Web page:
We demonstrated that through ILK overexpression and knockdown experiments that ILK may control E-cadherin expression. As E-cadherin expression is strongly correlated with cancer invasion, ILK overexpression promoted cell migration and invasion, and ILK knockdown inhibited those activities. While the transcriptional downregulation of E-cadherin expression has been reported to involve ILK-mediated activation of the E-cadherin repressors Snail34, 35 and Zeb1,35 we did not observe E-cadherin induction after the suppression of Snail expression with ILK knockdown in UMUC3 cells. Conversely, E-cadherin was induced by the suppression of Zeb1 with ILK knockdown in TCCsup cells. Further, when active ILK is overexpressed in 253J cells, Zeb1 is induced but there is no change in Snail protein level, resulting in the suppression of E-cadherin expression. These results suggest that Zeb1 may be more important than Snail in the regulation of E-cadherin expression in some bladder cancers.
Phosphorylation of GSK3β at ser9 may play an important role in the mechanism of ILK-mediated activation of Zeb1. McPhee et al. have shown that the ILK/Akt pathway promotes PARP-1 to bind SIRE and modulate Snail expression.10 Adam et al. reported that the microRNA-200 family regulates transcription of Zeb1 and Zeb2 in UMUC3 bladder cancer cells.36 However, our results showed that the inhibitory phosphorylation of GSK3β at ser9 by LiCl induced not Snail expression but Zeb1 expression, leading to E-cadherin suppression. Interestingly, Zhou et al. have reported that GSK3β can post-transcriptionally regulate the Snail protein level, and the phosphorylation of GSK3β at ser9 is accompanied by the increased expression of Snail protein.11 Although the opposite was seen for Snail protein in 253J cells, Zeb1 may be regulated by GSK3β in a similar manner.
Separately from E-cadherin regulation, ILK also regulates MMP-9 protein, which is involved in the degradation of the extracellular matrix necessary for cell migration and invasion. Activation of AP-1 binding sites in the MMP-9 promoter through the phosphorylation of GSK3β at ser9 appears to be responsible for the ILK-induced expression of MMP-9.37 In our results, ILK knockdown in UMUC3 cells dephosphorylated GSK3β at ser9 and suppressed MMP-9 protein, leading to the suppression of cell migration and invasion, although there is no change in the E-cadherin level. No change in MMP-9 level or activity in TCCsup cells was detected, despite the dephosphorylation of GSK3β at ser9 by ILK knockdown. These results indicate that ILK regulates the EMT of bladder cancer but the mechanism depends on cell types. It is difficult to find a common pathway controlling EMT under ILK regulation, suggesting that various EMT pathways may be involved. Recently, QLT0267, a selective ILK inhibitor, has been developed and its effect was demonstrated in various cancer cells in vitro and in vivo.38, 39 Bladder cancer may be a good model for such an ILK inhibitor as well as other cancers such as melanoma, thyroid cancer and glioblastoma.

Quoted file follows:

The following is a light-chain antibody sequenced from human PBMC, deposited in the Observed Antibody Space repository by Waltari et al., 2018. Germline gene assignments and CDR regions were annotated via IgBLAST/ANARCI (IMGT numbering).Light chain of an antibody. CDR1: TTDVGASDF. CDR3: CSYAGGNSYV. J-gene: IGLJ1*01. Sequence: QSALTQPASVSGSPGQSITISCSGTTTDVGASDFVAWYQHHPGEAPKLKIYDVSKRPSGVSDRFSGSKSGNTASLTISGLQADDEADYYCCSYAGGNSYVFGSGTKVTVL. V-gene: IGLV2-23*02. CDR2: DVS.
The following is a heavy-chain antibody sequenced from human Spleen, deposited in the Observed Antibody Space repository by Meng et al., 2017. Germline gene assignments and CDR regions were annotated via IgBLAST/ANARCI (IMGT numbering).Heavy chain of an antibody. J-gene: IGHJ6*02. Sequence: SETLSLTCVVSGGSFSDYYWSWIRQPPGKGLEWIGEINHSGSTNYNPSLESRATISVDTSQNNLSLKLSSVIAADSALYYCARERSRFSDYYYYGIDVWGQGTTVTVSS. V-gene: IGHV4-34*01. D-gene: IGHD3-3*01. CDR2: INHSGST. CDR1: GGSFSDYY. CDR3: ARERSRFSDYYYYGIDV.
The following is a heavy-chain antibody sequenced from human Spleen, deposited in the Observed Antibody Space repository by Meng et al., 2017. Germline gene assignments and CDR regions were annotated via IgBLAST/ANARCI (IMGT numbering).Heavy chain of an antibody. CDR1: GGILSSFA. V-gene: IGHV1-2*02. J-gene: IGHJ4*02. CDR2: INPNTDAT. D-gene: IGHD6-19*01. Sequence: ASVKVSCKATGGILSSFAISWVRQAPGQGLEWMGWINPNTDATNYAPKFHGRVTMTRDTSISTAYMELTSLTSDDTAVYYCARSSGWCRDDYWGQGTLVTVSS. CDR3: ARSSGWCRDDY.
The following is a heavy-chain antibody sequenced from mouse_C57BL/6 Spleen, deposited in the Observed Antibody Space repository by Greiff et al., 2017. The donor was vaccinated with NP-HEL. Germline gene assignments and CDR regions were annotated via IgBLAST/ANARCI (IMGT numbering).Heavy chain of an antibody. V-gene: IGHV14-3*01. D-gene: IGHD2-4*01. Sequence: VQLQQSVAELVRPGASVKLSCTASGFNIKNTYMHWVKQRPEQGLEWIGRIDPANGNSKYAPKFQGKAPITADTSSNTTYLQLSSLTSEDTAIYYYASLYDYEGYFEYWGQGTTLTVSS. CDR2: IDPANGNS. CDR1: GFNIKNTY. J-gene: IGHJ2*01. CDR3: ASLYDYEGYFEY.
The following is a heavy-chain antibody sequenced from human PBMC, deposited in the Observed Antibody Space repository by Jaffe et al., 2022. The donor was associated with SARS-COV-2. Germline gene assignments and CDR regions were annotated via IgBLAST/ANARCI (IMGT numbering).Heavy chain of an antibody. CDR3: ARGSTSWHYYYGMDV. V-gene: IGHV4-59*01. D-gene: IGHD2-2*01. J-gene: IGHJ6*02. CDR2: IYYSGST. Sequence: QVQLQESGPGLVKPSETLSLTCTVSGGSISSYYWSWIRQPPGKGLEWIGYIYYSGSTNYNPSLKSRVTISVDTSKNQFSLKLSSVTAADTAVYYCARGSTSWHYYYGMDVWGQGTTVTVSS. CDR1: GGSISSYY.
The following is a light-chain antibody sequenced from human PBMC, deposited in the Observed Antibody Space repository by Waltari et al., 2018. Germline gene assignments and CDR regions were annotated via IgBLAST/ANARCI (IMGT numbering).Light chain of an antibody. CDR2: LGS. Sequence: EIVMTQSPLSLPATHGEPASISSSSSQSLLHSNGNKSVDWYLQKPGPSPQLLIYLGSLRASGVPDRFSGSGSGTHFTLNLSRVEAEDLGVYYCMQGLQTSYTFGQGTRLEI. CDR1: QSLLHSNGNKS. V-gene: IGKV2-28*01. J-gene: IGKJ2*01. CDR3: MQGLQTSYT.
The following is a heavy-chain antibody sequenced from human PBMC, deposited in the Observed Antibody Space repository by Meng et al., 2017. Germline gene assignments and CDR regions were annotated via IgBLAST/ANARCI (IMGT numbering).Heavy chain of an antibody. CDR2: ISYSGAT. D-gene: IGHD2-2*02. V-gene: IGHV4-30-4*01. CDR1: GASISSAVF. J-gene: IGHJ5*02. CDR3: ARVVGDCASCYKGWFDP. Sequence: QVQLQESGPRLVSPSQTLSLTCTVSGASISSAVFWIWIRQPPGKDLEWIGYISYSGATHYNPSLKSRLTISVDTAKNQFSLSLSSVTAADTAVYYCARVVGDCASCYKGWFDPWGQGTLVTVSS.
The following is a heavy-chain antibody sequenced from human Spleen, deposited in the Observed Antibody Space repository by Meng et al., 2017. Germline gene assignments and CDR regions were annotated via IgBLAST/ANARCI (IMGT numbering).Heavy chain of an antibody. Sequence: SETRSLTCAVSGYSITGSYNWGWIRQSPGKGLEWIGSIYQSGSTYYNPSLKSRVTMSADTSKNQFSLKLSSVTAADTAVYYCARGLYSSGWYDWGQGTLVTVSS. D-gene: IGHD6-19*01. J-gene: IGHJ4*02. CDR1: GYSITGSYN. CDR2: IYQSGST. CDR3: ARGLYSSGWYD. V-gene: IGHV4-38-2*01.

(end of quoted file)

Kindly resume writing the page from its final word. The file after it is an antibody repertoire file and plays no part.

In our TMA, ILK expression correlated with the invasiveness of bladder cancer, although the correlation with the prognosis could not be examined. Because the sample number is very limited, the correlation of ILK expression with E-cadherin or MMP-9 expression did not reach significance, but tumors with high ILK expression showed lower E-cadherin and higher MMP-9 expression. Although it is still controversial whether MMP-9 or E-cadherin correlates with overall survival of the patients with bladder cancer,22, 23, 40–43 the ratio of MMP-9 and E-cadherin was reported to be strongly prognostic for disease specific survival.44 From our results indicating that ILK expression correlates with lower E-cadherin or higher MMP-9 expression, ILK can be considered as a promising prognostic factor of bladder cancer.
In conclusion, our study indicates that ILK is important in the EMT of bladder cancer, which regulates E-cadherin and MMP-9 expression. We propose that ILK may be a new target to suppress tumor progression; collectively, the results of this study provide the preclinical proof of principle to further evaluate the benefits of ILK inhibition in bladder cancer, either systemically through novel molecules or intravesically using nucleotide-based agents against high-risk non-muscle invasive bladder cancers.
- 3The cadherin superfamily. WormBook 2005: 1–9..